“Emergency departments are overflowing with patients, internal major incidents are being declared around the country and staff in emergency departments are struggling to cope with the immense demand being placed on their services,” Dr Taj Hassan, president of the Royal College of Emergency Medicine, said, as quoted by the Guardian newspaper on Wednesday.
The Royal College of Emergency Medicine warned that the situation could get even worse due to weather conditions and falling temperatures.
Hassan added that the “crowded environments are stretching the clinical workforce to their limits and, more importantly, at times are unsafe for patients.”
Pressure on hospitals to accommodate emergency patients has led to the cancellation of operations, adults being treated in children’s wards and the closure of a birthing center at Royal United hospital in Bath. Some hospitals, such as University hospitals of Leicester NHS trust, declared a “system critical incident,” which surpasses the black alert.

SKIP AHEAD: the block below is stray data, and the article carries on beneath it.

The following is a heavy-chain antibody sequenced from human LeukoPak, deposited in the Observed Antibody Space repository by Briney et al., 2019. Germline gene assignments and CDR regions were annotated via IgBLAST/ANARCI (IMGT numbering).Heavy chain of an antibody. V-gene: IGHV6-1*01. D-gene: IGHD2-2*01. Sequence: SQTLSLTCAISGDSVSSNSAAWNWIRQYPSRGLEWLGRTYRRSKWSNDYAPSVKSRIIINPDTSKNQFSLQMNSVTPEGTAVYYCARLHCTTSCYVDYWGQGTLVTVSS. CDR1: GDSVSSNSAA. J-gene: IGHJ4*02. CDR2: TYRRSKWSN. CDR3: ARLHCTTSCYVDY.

In October, hospitals were told to declare what is called a black alert in the event they were “unable to deliver comprehensive care [and] there is increased potential for patient care and safety to be compromised”.
Earlier in January, the British Red Cross referred to huge waiting hours in UK hospitals as a "humanitarian crisis." According to Labour leader Jeremy Corbyn, 485 people in England spent more than 12 hours last week on trolleys in hospital corridors.
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